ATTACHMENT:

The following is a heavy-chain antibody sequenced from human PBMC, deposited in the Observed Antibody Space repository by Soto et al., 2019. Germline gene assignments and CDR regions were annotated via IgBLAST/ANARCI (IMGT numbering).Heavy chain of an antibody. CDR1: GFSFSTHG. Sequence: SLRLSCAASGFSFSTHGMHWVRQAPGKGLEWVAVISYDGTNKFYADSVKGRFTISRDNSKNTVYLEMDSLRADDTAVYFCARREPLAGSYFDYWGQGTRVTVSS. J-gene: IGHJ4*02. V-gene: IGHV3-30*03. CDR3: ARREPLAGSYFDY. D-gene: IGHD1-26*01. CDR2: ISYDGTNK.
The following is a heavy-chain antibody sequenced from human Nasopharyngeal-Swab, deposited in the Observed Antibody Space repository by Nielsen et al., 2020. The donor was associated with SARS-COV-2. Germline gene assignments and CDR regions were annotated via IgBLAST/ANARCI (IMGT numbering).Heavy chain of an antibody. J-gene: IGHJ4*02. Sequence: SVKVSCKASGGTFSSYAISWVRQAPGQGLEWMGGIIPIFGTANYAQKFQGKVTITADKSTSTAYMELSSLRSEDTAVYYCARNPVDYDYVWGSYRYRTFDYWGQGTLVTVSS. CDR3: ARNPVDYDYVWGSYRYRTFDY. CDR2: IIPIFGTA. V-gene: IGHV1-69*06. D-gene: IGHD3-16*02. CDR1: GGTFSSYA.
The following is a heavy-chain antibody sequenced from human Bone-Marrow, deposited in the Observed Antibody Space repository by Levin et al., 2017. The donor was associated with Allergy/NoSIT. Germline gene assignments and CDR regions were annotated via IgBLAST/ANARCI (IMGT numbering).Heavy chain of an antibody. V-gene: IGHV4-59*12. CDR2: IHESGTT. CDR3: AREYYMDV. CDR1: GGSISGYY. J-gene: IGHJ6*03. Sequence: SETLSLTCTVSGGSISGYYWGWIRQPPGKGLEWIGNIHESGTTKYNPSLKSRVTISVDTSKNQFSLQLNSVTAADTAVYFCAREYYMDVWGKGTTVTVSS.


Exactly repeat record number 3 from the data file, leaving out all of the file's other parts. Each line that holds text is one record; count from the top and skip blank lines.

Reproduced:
The following is a heavy-chain antibody sequenced from human Bone-Marrow, deposited in the Observed Antibody Space repository by Levin et al., 2017. The donor was associated with Allergy/NoSIT. Germline gene assignments and CDR regions were annotated via IgBLAST/ANARCI (IMGT numbering).Heavy chain of an antibody. V-gene: IGHV4-59*12. CDR2: IHESGTT. CDR3: AREYYMDV. CDR1: GGSISGYY. J-gene: IGHJ6*03. Sequence: SETLSLTCTVSGGSISGYYWGWIRQPPGKGLEWIGNIHESGTTKYNPSLKSRVTISVDTSKNQFSLQLNSVTAADTAVYFCAREYYMDVWGKGTTVTVSS.